THIS IS NOT NEWS
I don’t know what people expect Egyptians to be. I guess watching The 10 Commandments on ABC growing up got folks thinking they all looked like bronzed white people.
BREAKING NEWS: BLACK PEOPLE ARE BLACK. THIS IS AN AMAZING DISCOVERY. BLACK PEOPLE EXISTED BEFORE WE DISCOVERED THEM AND ENSLAVED THEM AND FUCKED UP THEIR LAND. WOW.
Africans in Africa? Mind blown.
BLACK PEOPLE EXISTED BEFORE WHITE PEOPLE
Actually, Ancient Egyptians were multiracial The notion that the majority of Ancient Egyptians were black is widely dismissed by historians. You know why? Because Ancient Egypt was a cultural melting pot, made up of all sorts of races north and south of the Sahara. So there were black people in ancient egypt. You can bet there were Black Pharaohs as well, King Tut most likely being the most famous example. There were also a hell of a lot of arabs there too, who were most likely the majority. There were even people of asian descent as well. Some even argue that certain pharoahs must have been of asian descent. There was a very strong European influence in the region, Egypt being a very big trade center. In fact, the last dynasty to rule Egypt was the Ptolemaic dynasty, who’s last Pharoah was Cleopatra. They were a very powerful Greek family who ruled Egypt for almost 300 years. So yes, there were in fact bronzed white people ruling Egypt for a time. It’s not as simple as “oh we found one mummy of black descent, therefore they all must have been black.” Egypt was home to many people of many races, and had Pharoahs of all different ethnic backgrounds. Deal with it.
Don’t know if all that is true or not, but it’s funny how quickly white people will embrace the ideal that Egypt was a melting pot, but ancient Europe was 100 % white. Guess black folks didn’t exist until whites decided to invent us.
people who laugh so hard at their own jokes that they can’t even finish the joke because they’re laughing so hard are my favorite kind of people
Rick Grimes season 1 -> 5
August 28th 1955: Emmett Till murdered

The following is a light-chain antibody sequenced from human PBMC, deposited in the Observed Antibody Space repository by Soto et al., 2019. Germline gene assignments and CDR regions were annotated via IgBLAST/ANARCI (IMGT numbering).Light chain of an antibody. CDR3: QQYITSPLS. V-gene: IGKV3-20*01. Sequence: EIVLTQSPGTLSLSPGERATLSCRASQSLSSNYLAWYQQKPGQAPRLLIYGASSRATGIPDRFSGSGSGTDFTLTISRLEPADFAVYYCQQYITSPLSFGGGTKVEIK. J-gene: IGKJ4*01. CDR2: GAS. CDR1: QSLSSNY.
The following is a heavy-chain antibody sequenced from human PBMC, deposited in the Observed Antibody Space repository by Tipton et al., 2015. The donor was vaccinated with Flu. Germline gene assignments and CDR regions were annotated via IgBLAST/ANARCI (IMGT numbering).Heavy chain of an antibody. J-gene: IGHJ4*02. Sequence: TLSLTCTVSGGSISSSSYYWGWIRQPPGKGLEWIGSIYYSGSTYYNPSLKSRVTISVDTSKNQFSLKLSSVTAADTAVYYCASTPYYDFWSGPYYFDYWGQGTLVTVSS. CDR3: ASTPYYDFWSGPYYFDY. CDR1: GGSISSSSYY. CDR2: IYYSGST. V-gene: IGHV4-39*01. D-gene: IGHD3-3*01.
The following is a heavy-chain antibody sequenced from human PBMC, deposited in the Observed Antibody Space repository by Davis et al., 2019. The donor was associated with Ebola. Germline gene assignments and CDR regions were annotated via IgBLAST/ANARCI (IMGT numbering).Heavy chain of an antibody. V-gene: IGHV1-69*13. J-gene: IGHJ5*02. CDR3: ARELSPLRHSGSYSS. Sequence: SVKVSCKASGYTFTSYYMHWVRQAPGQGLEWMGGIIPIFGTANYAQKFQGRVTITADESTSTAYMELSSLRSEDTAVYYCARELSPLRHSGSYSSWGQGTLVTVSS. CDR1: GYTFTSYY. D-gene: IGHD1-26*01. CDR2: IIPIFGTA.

On this day in 1955, the 14-year-old African-American boy Emmett Till was murdered in Mississippi. While visiting family in the state, Till allegedly flirted with the young white shopkeeper Carolyn Bryant while buying candy. Bryant told her husband and a few nights later he and his half-brother abducted Till and brutally tortured and murdered him. His mutilated body was found three days later in the Tallahatchie river; Till’s face was unrecognisable, but he was identified by the ring he wore engraved with his father’s initials that his mother gave him before he left for Mississppi. The viciousness of this unprovoked, racially-motivated crime sent shockwaves throughout the nation. The case drew attention to the oppression of African-Americans throughout the nation and provided a name and a face to the threat of lynching. Till’s mother Mamie, a highly educated woman who went on to become a devoted fighter for African-American equality, insisted on an open-casket funeral in order to show the world what was done to her young son. Thousands attended the funeral and thousands more saw the horrific images of Till’s body. Due to the fierce reactions the murder had engendered it was a particularly painful, but sadly expected, outcome when the all-white jury in Mississippi acquitted Till’s killers, despite Till’s great-uncle openly identifying them in court. A few months later the killers, now protected by double jeopardy laws, sold their story to Look magazine and openly confessed to the murder in chilling detail. Taking place a year after the Supreme Court outlawed school segregation in Brown v. Board of Education, the outrage over the murder galvanised the burgeoning Civil Rights Movement. 100 days after Emmett Till’s murder Rosa Parks, on her way back from a rally for Till hosted by the then-unknown Martin Luther King Jr., refused to give up her seat for a white man on an Alabama bus. This sparked the Montgomery Bus Boycott, thus beginning the movement that would result in the dismantling of the system of Jim Crow segregation and win successes in promoting African-American social and political equality.